The paintings themselves are quite expressive, if somewhat inconsistent, likely owing to the time Bush spent on them. Bush paints at an astonishingly fast clip, and some portraits are more detailed than others. His expressionistic style also works well given the short window of time allotted to the series. The brushwork is loose and the paintings full of rich impasto, but the facial expressions are clear. Though he has overworked a few faces, Bush has nonetheless rendered the majority with fluidity and ease. For example, the lighting in the portrait of Sergeant Bryce Franklin Cole is striking in its clarity and plays well with the impasto on the canvas. Others, such as the portrait of Sergeant Daniel Casara, show a strong use of color modeling in the facial contours as well as in the backdrop.
[masterslider id=”28″]Installation images by Melissa Warak of Portraits of Courage: A Commander in Chief’s Tribute to America’s Warriors.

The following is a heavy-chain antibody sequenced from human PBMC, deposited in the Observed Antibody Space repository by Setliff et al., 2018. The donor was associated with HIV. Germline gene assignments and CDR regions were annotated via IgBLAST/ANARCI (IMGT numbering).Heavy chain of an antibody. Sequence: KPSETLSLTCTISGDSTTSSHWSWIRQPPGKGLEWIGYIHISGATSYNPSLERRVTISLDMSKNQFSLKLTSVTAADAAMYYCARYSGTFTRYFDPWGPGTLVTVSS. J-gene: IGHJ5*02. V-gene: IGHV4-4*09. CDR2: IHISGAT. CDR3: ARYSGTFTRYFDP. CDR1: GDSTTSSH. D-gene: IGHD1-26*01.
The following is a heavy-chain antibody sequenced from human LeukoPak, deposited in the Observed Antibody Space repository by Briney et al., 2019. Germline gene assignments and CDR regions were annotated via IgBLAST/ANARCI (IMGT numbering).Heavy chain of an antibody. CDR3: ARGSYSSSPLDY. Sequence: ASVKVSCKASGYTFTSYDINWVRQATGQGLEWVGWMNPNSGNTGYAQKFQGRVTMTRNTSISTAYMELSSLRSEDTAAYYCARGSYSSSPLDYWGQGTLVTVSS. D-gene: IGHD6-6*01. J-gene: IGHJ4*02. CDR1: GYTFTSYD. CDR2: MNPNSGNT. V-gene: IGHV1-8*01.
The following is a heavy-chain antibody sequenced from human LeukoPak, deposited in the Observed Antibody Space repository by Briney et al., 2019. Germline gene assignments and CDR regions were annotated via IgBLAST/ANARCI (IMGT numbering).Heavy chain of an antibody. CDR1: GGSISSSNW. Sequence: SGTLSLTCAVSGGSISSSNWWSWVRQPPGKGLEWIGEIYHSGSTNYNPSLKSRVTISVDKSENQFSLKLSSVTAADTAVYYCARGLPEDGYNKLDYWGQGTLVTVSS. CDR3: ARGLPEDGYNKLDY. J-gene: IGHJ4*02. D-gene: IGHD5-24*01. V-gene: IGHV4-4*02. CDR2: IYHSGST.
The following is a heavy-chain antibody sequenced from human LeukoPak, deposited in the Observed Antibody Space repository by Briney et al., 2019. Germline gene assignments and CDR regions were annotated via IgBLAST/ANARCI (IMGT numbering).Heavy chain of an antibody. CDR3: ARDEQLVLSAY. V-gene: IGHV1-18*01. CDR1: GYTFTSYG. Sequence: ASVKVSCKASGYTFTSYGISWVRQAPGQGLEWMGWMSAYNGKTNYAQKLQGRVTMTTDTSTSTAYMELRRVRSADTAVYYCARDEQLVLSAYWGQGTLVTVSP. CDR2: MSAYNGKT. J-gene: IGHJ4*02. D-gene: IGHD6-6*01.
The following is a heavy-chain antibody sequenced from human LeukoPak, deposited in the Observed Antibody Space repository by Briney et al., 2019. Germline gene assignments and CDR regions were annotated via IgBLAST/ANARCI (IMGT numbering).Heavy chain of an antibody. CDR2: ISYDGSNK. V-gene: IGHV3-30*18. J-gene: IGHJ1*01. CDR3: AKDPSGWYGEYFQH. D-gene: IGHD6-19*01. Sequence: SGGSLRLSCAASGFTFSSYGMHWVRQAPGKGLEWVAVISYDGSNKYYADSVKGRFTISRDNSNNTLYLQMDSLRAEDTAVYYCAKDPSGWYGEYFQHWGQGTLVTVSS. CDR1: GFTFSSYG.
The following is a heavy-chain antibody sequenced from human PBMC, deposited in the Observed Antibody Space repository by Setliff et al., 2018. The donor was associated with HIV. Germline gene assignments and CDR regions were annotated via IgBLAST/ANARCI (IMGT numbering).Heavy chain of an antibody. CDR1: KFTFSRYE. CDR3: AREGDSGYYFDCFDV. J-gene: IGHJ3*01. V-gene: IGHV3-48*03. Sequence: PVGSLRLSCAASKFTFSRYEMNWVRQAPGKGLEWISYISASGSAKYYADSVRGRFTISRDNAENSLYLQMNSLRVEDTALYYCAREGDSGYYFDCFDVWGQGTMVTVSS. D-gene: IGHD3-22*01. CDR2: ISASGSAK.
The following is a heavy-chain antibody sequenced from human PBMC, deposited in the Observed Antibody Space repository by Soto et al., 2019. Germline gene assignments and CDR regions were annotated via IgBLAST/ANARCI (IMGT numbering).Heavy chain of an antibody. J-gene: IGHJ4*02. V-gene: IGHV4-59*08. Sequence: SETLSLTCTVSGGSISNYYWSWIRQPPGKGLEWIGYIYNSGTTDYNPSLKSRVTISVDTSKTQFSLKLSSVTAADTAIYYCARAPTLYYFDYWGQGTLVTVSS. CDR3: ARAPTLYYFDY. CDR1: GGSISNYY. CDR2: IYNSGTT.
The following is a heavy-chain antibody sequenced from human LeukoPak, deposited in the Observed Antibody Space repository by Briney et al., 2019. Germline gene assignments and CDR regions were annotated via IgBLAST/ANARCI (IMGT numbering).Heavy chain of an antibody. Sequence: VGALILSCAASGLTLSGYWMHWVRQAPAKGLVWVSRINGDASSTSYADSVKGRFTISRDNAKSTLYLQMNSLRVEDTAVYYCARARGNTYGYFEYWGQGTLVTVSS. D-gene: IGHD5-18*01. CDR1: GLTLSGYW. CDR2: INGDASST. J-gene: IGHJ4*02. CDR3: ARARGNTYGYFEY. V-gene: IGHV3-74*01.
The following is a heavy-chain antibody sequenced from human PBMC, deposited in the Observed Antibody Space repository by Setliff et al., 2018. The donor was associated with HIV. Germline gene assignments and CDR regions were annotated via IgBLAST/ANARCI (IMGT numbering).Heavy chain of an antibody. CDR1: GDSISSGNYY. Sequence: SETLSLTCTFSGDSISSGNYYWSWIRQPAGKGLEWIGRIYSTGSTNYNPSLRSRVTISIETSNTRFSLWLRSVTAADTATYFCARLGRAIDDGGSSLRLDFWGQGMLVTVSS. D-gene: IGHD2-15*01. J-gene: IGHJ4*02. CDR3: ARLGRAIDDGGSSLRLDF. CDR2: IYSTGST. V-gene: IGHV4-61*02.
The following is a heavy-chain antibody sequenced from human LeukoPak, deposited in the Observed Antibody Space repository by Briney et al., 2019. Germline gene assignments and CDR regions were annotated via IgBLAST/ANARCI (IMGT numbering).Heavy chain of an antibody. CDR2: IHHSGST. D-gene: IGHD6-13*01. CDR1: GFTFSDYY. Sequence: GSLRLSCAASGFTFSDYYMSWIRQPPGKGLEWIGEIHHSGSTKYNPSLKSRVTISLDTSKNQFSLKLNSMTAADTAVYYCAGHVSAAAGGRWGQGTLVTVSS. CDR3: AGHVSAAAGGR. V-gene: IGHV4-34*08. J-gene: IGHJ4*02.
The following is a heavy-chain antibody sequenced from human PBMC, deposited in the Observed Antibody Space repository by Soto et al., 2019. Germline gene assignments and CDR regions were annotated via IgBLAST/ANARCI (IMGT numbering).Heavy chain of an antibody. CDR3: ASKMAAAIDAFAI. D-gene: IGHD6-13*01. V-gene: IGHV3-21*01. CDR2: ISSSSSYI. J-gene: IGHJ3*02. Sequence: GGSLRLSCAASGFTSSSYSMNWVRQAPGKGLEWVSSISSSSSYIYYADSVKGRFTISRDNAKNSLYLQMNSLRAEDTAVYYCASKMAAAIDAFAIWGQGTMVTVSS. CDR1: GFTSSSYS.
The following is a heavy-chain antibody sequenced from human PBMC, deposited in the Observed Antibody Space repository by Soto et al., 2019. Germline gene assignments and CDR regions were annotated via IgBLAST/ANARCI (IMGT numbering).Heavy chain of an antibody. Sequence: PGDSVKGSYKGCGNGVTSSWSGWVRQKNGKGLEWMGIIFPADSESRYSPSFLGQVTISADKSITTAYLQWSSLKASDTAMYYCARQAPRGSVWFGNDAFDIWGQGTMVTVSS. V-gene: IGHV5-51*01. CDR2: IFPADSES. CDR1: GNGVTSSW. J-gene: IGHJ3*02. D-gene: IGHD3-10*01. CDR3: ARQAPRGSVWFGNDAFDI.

According to the catalogue, Bush painted the portraits from photographs by Laura Crawford, Eric Draper, Grant Miller, Paul Morse, and Layne Murdoch (191). This method is particularly obvious in the several portraits of servicemen smiling broadly as if cropped from a group snapshot, or in the paintings where the lighting clearly mimics that of the outdoors. One exhibition docent told me that the process of sitting for a painted portrait would have been physically painful for the injured veterans. This seems plausible enough, though Bush has painted regularly from photographs in the past. Bush’s method for choosing his particular source photographs, however, remains unclear. Unlike the full-length portraits of the athlete-veterans in the first room, most of the bust-length portraits focus on the face, eliminate the background, and do not depict physical injuries. While some of the faces smile brightly, many do not. The somber images without toothy grins are the strongest paintings; they appear less tough than guarded. These paintings are more psychologically complex and, perhaps ironically, seem more rooted in the vulnerability of the veteran.